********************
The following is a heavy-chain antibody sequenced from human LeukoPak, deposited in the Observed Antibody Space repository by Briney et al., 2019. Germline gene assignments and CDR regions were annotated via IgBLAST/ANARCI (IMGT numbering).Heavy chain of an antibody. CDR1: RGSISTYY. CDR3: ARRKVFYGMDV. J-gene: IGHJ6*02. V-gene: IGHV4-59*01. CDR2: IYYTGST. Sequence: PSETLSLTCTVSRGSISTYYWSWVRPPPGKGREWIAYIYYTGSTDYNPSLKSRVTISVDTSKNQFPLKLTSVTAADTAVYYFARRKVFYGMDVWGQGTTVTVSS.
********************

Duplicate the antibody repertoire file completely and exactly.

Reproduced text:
The following is a heavy-chain antibody sequenced from human LeukoPak, deposited in the Observed Antibody Space repository by Briney et al., 2019. Germline gene assignments and CDR regions were annotated via IgBLAST/ANARCI (IMGT numbering).Heavy chain of an antibody. CDR1: RGSISTYY. CDR3: ARRKVFYGMDV. J-gene: IGHJ6*02. V-gene: IGHV4-59*01. CDR2: IYYTGST. Sequence: PSETLSLTCTVSRGSISTYYWSWVRPPPGKGREWIAYIYYTGSTDYNPSLKSRVTISVDTSKNQFPLKLTSVTAADTAVYYFARRKVFYGMDVWGQGTTVTVSS.